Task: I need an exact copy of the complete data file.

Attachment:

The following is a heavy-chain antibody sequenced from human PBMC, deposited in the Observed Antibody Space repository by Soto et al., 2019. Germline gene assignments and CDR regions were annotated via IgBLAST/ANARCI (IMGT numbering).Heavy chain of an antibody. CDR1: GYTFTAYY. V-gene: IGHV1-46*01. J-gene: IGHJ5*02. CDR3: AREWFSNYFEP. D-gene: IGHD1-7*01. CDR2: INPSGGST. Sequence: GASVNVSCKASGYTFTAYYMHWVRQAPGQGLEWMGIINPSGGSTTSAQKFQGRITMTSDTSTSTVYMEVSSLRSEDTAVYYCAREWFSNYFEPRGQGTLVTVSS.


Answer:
The following is a heavy-chain antibody sequenced from human PBMC, deposited in the Observed Antibody Space repository by Soto et al., 2019. Germline gene assignments and CDR regions were annotated via IgBLAST/ANARCI (IMGT numbering).Heavy chain of an antibody. CDR1: GYTFTAYY. V-gene: IGHV1-46*01. J-gene: IGHJ5*02. CDR3: AREWFSNYFEP. D-gene: IGHD1-7*01. CDR2: INPSGGST. Sequence: GASVNVSCKASGYTFTAYYMHWVRQAPGQGLEWMGIINPSGGSTTSAQKFQGRITMTSDTSTSTVYMEVSSLRSEDTAVYYCAREWFSNYFEPRGQGTLVTVSS.